New Delhi, Sept. 19: The Union health ministry has banned the sale of nail polish removers, ink erasers and other intoxicating inhalants in bottles amid concerns that children and adolescents across the country are using them to get high.
The health ministry said today that such fluids could now be sold only in pen-like containers that allow only limited release of the chemicals. It said all such pen-like devices should also display mandatory warnings about the health effects of inhaling the chemicals.
“This order will be an important step to curb the abuse of intoxicating inhalants,” said Anju Dhawan, associate professor of psychiatry at the All India Institute of Medical Sciences, New Delhi, who has documented their use among children and adolescents.
Ink eraser fluids, nail polish removers, glues, spray paints and paint thinners are among substances containing chemicals that can affect the central nervous system, that can make individuals experience euphoria, lightheadedness, and disinhibition.
“They are addictive — it’s just a form of substance abuse that can have chronic health effects,” said Sonali Jhanjee, a psychiatrist at the National Drug Dependence Treatment Centre, AIIMS, Ghaziabad, a suburb east of the capital.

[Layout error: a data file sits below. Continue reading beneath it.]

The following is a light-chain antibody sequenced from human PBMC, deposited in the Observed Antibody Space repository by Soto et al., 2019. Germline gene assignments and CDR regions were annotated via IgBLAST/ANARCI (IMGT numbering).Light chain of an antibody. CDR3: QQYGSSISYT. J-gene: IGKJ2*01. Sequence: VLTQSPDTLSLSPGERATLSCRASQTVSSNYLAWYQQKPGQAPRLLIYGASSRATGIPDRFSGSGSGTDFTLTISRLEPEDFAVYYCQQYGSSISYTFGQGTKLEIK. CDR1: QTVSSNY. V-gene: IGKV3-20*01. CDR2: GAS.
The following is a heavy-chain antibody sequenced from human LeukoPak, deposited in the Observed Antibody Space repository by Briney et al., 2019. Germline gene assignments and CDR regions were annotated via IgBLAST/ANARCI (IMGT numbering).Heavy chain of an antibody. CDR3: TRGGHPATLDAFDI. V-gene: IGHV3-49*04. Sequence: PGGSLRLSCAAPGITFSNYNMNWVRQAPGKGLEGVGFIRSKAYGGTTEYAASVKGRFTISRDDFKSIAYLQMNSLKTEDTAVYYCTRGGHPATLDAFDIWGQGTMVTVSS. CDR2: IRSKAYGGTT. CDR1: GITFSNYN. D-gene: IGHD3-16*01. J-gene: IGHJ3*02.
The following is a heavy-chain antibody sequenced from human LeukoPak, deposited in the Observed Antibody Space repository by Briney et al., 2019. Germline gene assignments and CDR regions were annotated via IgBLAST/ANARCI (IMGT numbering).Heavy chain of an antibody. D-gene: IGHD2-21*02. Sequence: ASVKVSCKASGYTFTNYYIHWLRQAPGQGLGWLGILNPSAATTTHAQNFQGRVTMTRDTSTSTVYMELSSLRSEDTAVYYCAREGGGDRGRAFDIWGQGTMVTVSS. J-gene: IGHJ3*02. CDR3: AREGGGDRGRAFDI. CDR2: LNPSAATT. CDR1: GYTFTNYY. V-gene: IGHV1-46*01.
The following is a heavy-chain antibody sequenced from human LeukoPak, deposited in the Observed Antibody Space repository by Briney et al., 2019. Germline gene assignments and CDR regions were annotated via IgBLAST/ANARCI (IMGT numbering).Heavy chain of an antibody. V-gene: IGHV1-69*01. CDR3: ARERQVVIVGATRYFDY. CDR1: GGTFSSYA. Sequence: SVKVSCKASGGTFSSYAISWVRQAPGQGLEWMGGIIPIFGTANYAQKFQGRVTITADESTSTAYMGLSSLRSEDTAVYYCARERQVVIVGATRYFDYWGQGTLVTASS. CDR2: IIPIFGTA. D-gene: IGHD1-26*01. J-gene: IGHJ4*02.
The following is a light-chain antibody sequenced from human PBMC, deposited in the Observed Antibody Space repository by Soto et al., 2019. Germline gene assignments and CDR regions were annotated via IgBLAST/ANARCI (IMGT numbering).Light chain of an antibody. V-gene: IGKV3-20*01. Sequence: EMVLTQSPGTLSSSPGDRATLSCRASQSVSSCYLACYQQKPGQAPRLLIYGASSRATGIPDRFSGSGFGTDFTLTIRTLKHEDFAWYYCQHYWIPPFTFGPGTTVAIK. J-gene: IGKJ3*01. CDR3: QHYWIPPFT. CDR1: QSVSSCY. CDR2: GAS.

A document Jhanjee has prepared for the NDDTC says chronic abusers of inhalants can experience tremors, uncontrollable shaking, slurred speech and, in extreme cases, muscle wasting, damage to nerves and paralysis.
The health ministry said all state and Union territory governments and central ministries and departments have been asked to take necessary action to enforce the measures against the intoxicating inhalants contained in a notification issued in July this year.
The ministry has asked states and Union territories to sensitise industries manufacturing such products as well as distributors, traders, and retail outlets selling them about the new rules. “Toluene is the main chemical in some of these intoxicating inhalants,” Dhawan said.
Research by a team of scientists at the Brookhaven National Laboratory in the US about a decade ago had shown that toluene present in such inhalants affects the same regions in the brain as cocaine and other substances of abuse.